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Spanking The Monkey Erotique Now Playing

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Parent Issue
Month
October
Year
1994
Copyright
Creative Commons (Attribution, Non-Commercial, Share-alike)
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Agenda Publications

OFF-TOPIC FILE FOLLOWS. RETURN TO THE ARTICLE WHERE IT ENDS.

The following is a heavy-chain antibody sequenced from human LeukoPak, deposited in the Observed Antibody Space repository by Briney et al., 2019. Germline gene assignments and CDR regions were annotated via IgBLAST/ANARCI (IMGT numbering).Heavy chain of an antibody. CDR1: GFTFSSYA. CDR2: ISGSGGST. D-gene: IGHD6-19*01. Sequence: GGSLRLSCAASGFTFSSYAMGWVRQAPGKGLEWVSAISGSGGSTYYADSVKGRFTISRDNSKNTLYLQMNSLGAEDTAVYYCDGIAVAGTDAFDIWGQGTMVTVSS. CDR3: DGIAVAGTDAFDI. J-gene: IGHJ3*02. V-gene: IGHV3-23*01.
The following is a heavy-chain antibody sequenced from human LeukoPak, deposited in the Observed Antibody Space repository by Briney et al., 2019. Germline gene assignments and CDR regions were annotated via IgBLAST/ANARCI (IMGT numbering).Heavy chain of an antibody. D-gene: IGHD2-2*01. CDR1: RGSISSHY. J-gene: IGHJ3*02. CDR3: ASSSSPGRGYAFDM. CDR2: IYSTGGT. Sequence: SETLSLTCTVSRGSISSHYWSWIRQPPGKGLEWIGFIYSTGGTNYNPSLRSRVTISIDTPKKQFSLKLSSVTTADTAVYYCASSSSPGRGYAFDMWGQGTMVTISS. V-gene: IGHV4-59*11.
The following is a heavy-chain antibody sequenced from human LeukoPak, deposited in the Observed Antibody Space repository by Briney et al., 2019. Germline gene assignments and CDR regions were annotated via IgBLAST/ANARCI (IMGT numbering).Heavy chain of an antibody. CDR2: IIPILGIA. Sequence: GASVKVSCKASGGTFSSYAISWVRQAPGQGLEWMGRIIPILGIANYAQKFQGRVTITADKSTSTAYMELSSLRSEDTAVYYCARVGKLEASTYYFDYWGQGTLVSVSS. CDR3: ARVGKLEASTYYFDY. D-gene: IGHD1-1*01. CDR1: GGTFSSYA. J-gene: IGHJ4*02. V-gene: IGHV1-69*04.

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The Butthead-esque title of David O. Russell's first feature film makes you wonder as you walk into the theater if what you've come to see is "National Lampoon's Spanking the Monkey," but it becomes clear as this tightly woven drama unfoldsthatthis is "The Gradúate" for the nineties. The parallels between the two movies are not surprising, given that Russell is a great admirer of the work of Mike Nichols. Russell's tragicomedy explores the inner drama of college freshman Ray Aibelli's struggle with sanity and raanhood while sentenced to a tediously mundane suburban suramer taking care of his depressed mother, who is laid up with a broken leg. The circumstances of his arrival back home from his first year as a premed student at M.I.T. are no less depersonalizing than entrance into prison or a Marine boot camp. Russell's camera follows the young man as he cleans his parents' house, mows their lawn, tends his mother's garden, cleans herbedpan washes her laundry and walks his father's dog. Despite his apparent isolation, he can never wander far from his bedridden mother. The family car is off limite because his overlording father recorded the mileage before embarking on an extended sales trip (in part a ruse to avoid his dreary home Ufe.) Ray's only hope for excitement is walking the dog, and one day he meets Toni, a neighborhood high-school student. Ray and Toni start meeting, but eventually awkward sex leads to volatile accusations and recriminations. Meanwhile Ray's mother becomes jealous and leads him into an even more tangled web of sexual innuendo. (fromFHmbiU.,JulyAug, '94 and Cinema Etcétera) "VERY FUNNY... AN UNEXPECTED CROWD-PLEASER!" -Caryn )amn,THE NEWYOKK TIMES "SHOCKINGLY A k FUNNY!" UTtk -fcttrTrwen, V ROLLING STONE _ -. K HL. FEAtutes Tr 4'f H B & ,. .. I k The initial idea was togive Jour helmers from different continents the chance to créate a modem, femóle erotic tale (anepisodeinBrazil was shot but is not included in the completedJUm). The vignettes range form tüMating to shocking to ambitious. Let's Talk About Love First up is Lizzie Borden's "Let's Talk About Love," which centers on Rosie (Kamala Lopez-Dawson) who works a phone sex line. One particular regular sparks her interest with his slightly upscale erotic fantasies. Chief interest in Borden's story is the constant shifting of dominance between the phoner and phonee. Eventually Rosie uncovers that the caller is a sex therapist (Bryan Cranston) and she sets out, with the help of a friend, to exact the ultímate humiliation on him. Taboo Parlor In Monika Truet's Taboo Parlor," a lesbian couple (Priscilla Barnes, Camilla Soeberg) plan a night on the town that will culminate in their having their way with a man. They arrive at the club referred to in the seg's title, which is run by Franz (Peter Kern) and in which Hilde (Marianne Sagebrecht) is a sort of social director. The actMties of the latter actress are amusing as is the entertainment exacted on screen. Wonton Soup This finale takes viewers to Hong Kong. It centers on an Australian-born Chinese man (Tim Lounibos) and his H.K. girlfriend (Hayley Man) in the throes of attempting to bridge cultural friction in the British colony. It is the most ambitious and textured of the trio. A Tale of Winter (4 A Tale of Winter" is M the second installA ment of Eric Rohmer's Tales of the Four Season" series. The first, "ATale of Springtime," was released here to critical acclaim in 1992. Both films have been showcased at the New York Film Festival. For "A Tale of Winter," Rohmer lovingly focuses his camera on the romantic life of Félicié (Charlotte Véry), a young woman who has two men in her life while her emotional landscape is constantly shadowed by her deep, relentless love for a third. As the film opens, Félicié is on holiday and having a passionate affair with Charles (Frédéric Van Den Driessche). When they part, Félicié dentally gives Charles the wrong address and never hears from him again. Five years later, after Félicié has happily had Charles' daughter, she is involved with two suitors: Maxence (Michel Voletti) is a handsome man who owns a string of beauty salons, and Loïc, whom she loves but not enough to live with. While Félicié believes she is wholly attracted to Max, Loïc, a librarían and a sensitive thinker , excites her mind. Félicié must come to a decisión when Maxence tells her that he is moving from Paris to Never s, to open another salon there; Félicié chooses to go with him, particularly since he has left his wife for her. For reasons that have as much to do with her daughter as her own shilling feelings about love and its myriad degrees, Félicié returns to Paris and, at least for one night, Loïc. As "ATale ofWinter" paints a detailed and amusing portrait of Félicié's romantic indecisión - and her undying but impossible conviction that Charles, the father of her child, is her one great love - Rohmer cleverly uses an enchanting scène from Shakespeare's "A Winter's Tale" to foreshadow the magie of his heroine's destiny. Written and directed by Rohmer, "A Tale of Winter" was produced by Margaret Menegoz, photographed by Luc Pages and edited by Mary Stephen. - Kir ■tTTSfftYnTBH E; ■■■■ -i :??ssl51 WÈ 1 TU ETull'B MêmwSmBÊmB) KAJJ!IJ-U;mjJtHI!UiJffiT!ffMfflfflg- I

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